The Coronavirus Disease (COVID-19) is an urgent global public health crisis.
During the outbreak, China actively organized anti-epidemic activities,
and gradually achieved the staged victory of epidemic prevention and control.
It is of practical significance to objectively understand the
public opinion response and regional differences for
improving policy control and scientific governance
during major public health events.
In this study, originating in microblogs data,
a topic extraction and classification model is constructed based on
the Latent Dirichlet Allocation (LDA) topic model and the random forest algorithm.
The hierarchical processing method from total to sub
is adopted to identify 7 primary and 12 secondary theme
topics about public opinion in microblog.
The general distribution of public opinion is analyzed
in terms of amount, space, time sequence,
and content from January 9 to March 10, 2020,
and its regional distribution characteristics were explored
in key regions like Hubei Province,
four major urban agglomerations and border ports.
The results show that the change of microblogs counts
on each topic is positively related to the evolution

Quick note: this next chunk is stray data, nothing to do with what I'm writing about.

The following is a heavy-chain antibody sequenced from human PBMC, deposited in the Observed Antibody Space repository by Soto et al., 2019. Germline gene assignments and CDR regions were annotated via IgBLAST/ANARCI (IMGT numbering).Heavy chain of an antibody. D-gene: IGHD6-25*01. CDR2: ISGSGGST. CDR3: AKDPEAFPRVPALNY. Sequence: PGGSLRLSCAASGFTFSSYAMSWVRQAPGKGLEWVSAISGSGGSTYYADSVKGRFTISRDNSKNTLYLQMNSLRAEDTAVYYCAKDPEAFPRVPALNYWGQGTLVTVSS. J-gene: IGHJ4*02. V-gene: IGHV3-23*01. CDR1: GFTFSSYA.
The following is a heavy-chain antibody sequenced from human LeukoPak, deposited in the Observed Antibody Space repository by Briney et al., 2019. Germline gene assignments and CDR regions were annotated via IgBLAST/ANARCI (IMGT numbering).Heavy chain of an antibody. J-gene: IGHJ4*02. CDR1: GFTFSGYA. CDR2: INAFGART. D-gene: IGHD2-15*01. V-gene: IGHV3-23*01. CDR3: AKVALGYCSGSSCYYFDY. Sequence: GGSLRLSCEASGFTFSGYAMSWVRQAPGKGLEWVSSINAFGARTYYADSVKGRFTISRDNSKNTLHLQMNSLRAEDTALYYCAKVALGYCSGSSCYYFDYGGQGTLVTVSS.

of the COVID-19 epidemic, and the temporal and spatial
distribution of public opinion is related to the severity
of the epidemic, the degree of population aggregation,
and the level of economic development.
The spatial distribution of all topics is significantly
consistent, but the spatial distribution within these
areas is obviously different. The response of Chinese
people is rational and positive. It is also found that
the government response lags behind the social media,
the imbalance of resource allocation caused by the sharp
rise of relief information in the short term is prominent,
and the difference in response policies of various urban
agglomeration areas combined with its own regional
characteristics are not obvious.
It is suggested to continue to strengthen the focus of public
opinion on epidemic situation in key areas and the
differentiated and accurate response to local conditions.
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Provided by the IKCEST Disaster Risk Reduction Knowledge Service System